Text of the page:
The Karpeles Manuscript Library

Duluth, Minnesota

April 28, 2011 to August 31, 2011

The Boy Scouts Exhibit

Directions and HoursExternal Link

In 1907, after learning that his military textbook "Aids to Scouting" (1899) was being used for training boys in woodcraft,, British school officials asked Baden-Powell to adapt his program for boys. After much preparation, he conducted the first Boy Scout camp on Brownsea Island in 1907.  The following year he published "Scouting for Boys",  a book that introduced the Scout's Oath,  the Scout Law,  and the official motto,  "Be Prepared."  Some qualities for Boy Scouts outlined in the book include  obedience,  honor,  thrift, and a willingness to help others.  Typical scouting activities are camping,  nature study, and first aid training.

In the United States the Young Men's Christian Association (YMCA) had been running camps for boys since 1884.  In 1902 Ernest Thompson Seton founded the Tribe of Woodcraft Indians as an organization for boys.  Three years later Daniel Carter Beard started a similar society called the Sons of Daniel Boone. These two groups, along with the YMCA camps, laid the foundation on which the Boy Scout movement developed in the United States in conjunction with Baden-Powell's work in England.  The Boy Scouts of America (BSA) was incorporated on Feb. 8, 1910.  On June 15, 1916, Congress granted a charter to the organization.  In England the Boy Scouts had been formally started on Jan. 24, 1908.

The Scouting program in the United States has three phases: Cub Scouting is for boys 8 through 10 years old;    Boy Scouts  are 11 through 15 years of age;  and Venturers are 15 through 20.  Cub Scouts are organized into dens of seven or eight boys, and local dens make up one scout pack.  Boy Scouts are organized into patrols,  and patrols are parts of troops.  Each troop is headed by a Scoutmaster.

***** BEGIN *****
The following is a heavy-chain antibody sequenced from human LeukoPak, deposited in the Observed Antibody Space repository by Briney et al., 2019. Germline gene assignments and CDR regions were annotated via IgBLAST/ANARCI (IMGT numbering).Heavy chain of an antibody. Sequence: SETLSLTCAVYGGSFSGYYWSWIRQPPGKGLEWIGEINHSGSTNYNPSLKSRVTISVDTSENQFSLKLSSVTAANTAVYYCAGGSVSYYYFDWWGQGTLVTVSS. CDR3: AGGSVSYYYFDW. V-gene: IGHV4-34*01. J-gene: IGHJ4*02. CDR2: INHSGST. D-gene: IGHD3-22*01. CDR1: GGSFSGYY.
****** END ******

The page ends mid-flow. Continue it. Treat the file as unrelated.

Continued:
Each Scout, by meeting specific requirements, advances through grades called Tenderfoot, Second Class, and First Class.  A First Class Scout may earn merit badges to qualify as a Star Scout, Life Scout, and Eagle Scout.  There are other awards given for outstanding achievements. Eagle palms are given for merit badges earned beyond the Eagle requirements. The Order of the Arrow is a national brotherhood of Scout campers.  The Medal of Merit and the Honor Medal are awarded by scouting's National Court of Honor.  The Medal of Merit is presented for outstanding acts of service. Scouting's highest award, the Medal of Honor, is bestowed upon Scouts who save, or attempt to save, lives at the risk of their own.

More than 10 million boys and men throughout the world participate in the movement. Scouts from many nations meet, usually every four years, in a world jamboree.  At these gatherings as many as 50,000 Scouts set up camp, demonstrate woodcraft skills, and work for better international understanding.  The first world jamboree was held in England in 1920. National jamborees are held between the international events.